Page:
Though I can understand the rationale behind Welling's usage of the term "ecopornography," I feel that I am in the same boat as a few others in the sense that I find its somewhat questionable. Welling's primary reason for using the term "ecopornography" is because representations of nature have appropriated the visual language used in sexualized depictions of women. This has significant ethical implications because the rhetorical model of ecopornography has actual persuasive power and it shapes the way humans think of their relationship to nature. Also like pornography, representations of nature can be utilized in the name of empowering the subjects represented when in actuality it financially exploits the subjects in order to facilitate agendas contrary to their interests.
Despite this, I still think Welling's delineation of the concept is a very loose one that is problematic for a few reasons. The first is that Welling is apt to use the term "pornography" to describe the media content and practices of nature organizations but Welling only characterizes (or insists that others characterize) nature in feminine terms. This is problematic because women and femininity are not the exclusive subjects of pornography. Sexualized depictions of men and the sexualization of masculinity have a history and a visual language just as those of women yet this is completely ignored through the article. Welling appears to have cherry picked the sort of examples that characterize nature as a "woman whose maidenhead hath not been sack'd." The reason this is problematic is because it takes the similarities between nature and female virginity as granted and one who doesn't think according to the heterosexist male narrative of the world probably wouldn't characterize nature in such a way.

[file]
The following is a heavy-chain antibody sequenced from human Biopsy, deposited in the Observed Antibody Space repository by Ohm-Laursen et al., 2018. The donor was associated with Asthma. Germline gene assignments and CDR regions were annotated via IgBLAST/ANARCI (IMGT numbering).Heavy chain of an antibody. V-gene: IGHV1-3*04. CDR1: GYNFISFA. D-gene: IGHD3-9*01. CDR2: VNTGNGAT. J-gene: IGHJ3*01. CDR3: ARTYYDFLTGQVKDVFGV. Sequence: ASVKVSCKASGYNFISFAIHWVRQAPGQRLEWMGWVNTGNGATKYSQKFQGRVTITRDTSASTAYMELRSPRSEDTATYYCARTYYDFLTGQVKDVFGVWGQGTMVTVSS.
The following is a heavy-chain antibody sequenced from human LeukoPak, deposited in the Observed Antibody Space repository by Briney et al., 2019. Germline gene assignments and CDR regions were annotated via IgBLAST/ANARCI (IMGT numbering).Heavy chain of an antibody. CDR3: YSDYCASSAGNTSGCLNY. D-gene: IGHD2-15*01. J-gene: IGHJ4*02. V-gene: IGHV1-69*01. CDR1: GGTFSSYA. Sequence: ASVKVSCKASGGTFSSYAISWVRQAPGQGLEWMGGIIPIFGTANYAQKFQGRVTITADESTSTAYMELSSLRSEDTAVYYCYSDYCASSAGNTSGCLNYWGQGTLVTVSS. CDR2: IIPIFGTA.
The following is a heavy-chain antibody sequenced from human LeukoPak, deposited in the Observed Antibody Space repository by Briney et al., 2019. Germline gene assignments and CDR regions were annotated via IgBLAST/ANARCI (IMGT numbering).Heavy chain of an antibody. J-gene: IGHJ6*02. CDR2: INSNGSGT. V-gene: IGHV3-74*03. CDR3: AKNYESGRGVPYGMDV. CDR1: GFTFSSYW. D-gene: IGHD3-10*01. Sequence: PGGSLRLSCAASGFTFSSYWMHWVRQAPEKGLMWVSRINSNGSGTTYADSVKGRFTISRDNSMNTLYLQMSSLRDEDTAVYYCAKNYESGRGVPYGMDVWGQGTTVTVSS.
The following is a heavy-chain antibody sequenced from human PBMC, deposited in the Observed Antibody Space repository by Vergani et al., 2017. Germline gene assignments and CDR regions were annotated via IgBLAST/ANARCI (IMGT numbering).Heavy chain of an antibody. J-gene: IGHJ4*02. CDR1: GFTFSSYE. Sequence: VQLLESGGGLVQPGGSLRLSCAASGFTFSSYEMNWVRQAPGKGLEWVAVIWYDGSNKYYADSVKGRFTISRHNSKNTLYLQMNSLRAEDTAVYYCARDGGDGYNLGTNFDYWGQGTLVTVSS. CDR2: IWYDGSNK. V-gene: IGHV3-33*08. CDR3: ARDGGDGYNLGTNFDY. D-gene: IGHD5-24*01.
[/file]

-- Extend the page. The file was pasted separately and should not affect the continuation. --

Even though the underlying relationships of power between the represented and the representative are similar between female pornography and ecological imagery, I feel that Welling is wrong to use the term "pornographic." Welling is able to draw similarities between ecological imagery and pornography only by defining pornography in an incredibly limited way, to the exclusion of both non-feminine subjects and the intentionality of sexual arousal, which many believe to be the defining feature of pornography. And on a purely technical writing level, Welling waits until the very end to mention PETA's "We Would Rather" campaign which is probably the strongest example in support of his conclusion. Though I agree with Welling's overall position, I feel that he had to do quite a bit of stretching in order to make this "ecological imagery as pornography" analogy work. The problem is that Welling undermines the multitude of subjects depicted in pornography and betrays its often transgressive undertones by only characterizing nature as "untouched femininity."